In part 4 of our series on Carbon Fiber, we’re going to look at Frames. This is one of the most common places people look to shave weight when buying a new bike, but is it a good idea? Pretty much yeah….
The advantages of Carbon are clear: Stiff and light, Frames can be made in non tubular shapes for specific applications. On road bikes, they are often made more aerodynamic with internal routing for shift and brake cables like with the Pinarello Dogma F10. On mountain bikes, they can be made with varying thickness and fiber orientation to create flex where you want it, and stiffness where you don’t like on the Trek Procaliber.
Carbon fiber also does a better job of absorbing high frequency vibrations than Aluminum alloys used in bike frames. Some people will look at this as Carbon frames feel “dead” or “plastic” because they are so good at absorbing vibrations versus their aluminum counterparts. There’s certainly a range between “responsive’ and “harsh” for both materials, but in general a carbon frame will absorb more road/trail noise than an equivalent aluminum counterpart.
So Carbon frames are lighter, stronger, absorb vibrations better, come in shapes and sizes that aluminum do not. There are, however, disadvantages to using Carbon in this application. First is price: Carbon frames aren’t cheap. Typically they more expensive than their aluminum counterparts, as the complex shapes and molds require significant tooling costs which a welded aluminum frame does not require. Some manufacturers are making lightweight aluminum frames such as the Trek Emonda ALR that rival the weight (and cost) of their Carbon contemporaries. This may be a good option for someone looking for a light bike but isn’t looking for something Carbon fiber.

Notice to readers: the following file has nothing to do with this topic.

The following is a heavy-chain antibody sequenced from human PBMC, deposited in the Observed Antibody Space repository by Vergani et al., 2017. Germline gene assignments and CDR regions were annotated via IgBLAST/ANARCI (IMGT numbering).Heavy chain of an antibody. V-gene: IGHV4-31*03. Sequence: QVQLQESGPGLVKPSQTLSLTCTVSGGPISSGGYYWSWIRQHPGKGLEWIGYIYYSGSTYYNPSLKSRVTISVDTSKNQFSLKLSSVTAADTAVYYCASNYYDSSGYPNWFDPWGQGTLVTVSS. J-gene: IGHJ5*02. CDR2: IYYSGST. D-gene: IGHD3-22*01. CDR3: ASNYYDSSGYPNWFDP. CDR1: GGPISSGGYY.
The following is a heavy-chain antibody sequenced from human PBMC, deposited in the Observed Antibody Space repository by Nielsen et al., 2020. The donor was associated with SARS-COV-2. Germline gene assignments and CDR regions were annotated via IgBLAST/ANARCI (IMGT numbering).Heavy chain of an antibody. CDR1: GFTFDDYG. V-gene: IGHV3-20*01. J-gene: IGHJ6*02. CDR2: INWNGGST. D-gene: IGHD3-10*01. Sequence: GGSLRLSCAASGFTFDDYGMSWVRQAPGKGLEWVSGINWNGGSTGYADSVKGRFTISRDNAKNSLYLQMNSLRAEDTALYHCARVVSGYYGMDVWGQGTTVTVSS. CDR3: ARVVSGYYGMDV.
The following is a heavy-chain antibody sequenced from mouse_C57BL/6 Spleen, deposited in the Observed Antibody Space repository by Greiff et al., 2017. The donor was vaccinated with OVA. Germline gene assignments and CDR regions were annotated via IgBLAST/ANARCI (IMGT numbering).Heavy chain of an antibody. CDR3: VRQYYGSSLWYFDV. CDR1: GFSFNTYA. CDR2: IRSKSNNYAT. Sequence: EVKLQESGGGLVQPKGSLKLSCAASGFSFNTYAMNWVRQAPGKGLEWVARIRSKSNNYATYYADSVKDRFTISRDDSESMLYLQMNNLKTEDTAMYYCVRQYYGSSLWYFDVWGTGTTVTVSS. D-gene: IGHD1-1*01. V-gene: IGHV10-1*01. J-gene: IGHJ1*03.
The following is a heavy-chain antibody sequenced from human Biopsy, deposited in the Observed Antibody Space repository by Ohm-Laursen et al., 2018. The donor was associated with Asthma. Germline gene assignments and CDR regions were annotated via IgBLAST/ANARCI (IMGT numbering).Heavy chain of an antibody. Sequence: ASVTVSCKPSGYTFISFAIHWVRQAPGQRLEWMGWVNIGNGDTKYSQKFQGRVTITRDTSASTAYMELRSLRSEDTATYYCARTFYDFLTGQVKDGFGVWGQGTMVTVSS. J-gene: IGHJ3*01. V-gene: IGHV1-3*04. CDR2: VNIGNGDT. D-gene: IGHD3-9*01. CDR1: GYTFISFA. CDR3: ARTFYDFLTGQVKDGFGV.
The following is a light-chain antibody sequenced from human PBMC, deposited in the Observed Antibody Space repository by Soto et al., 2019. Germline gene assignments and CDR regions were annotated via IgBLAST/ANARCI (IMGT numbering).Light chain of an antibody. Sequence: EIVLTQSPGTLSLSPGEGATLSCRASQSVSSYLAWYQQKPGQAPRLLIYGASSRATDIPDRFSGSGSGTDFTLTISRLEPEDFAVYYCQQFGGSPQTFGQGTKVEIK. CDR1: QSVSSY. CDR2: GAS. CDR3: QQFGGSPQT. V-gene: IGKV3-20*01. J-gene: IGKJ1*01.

Second disadvantage of Carbon frames is durability: in some cases Carbon does not have the same durability as Aluminum. Because carbon is a very stiff material, it can be brittle also. While this is not usually a problem, when there are surface imperfections (i.e scratches from a crash), you can experience what engineers call rapid crack propagation, which we talked about in our post on carbon handlebars.
Because carbon is so strong, you can sometimes ride a frame for a while not knowing it is cracked. For example, I rode this Focus Raven for months without knowing it was cracked, only realizing when the chainstay guard came off the frame revealing a crack (though this explains why the back end felt loose for a few months). The rest of the frame was strong enough to keep the bike together down hundreds of miles of singletrack in North Carolina through rock gardens and gnarly drops.
While weight can be an advantage of carbon bike frames, sometimes manufacturers use that advantage to build a stronger bike when going from aluminum to carbon. Bikes like the Santa Cruz Bronson Carbon are similar in weight to their Aluminum versions, but are significantly more durable and responsive.
After a crash in your carbon frame, carefully inspect the frame for any cracks. It is more difficult to repair carbon than Steel or Aluminum, and any small cracks may become larger ones due to rapid crack propagation.
So, is carbon bad for Frames? Not really. If your budget allows, going with a carbon frame will give you the lightest, stiffest frame available while providing additional dampening and aerodynamic advantages as well.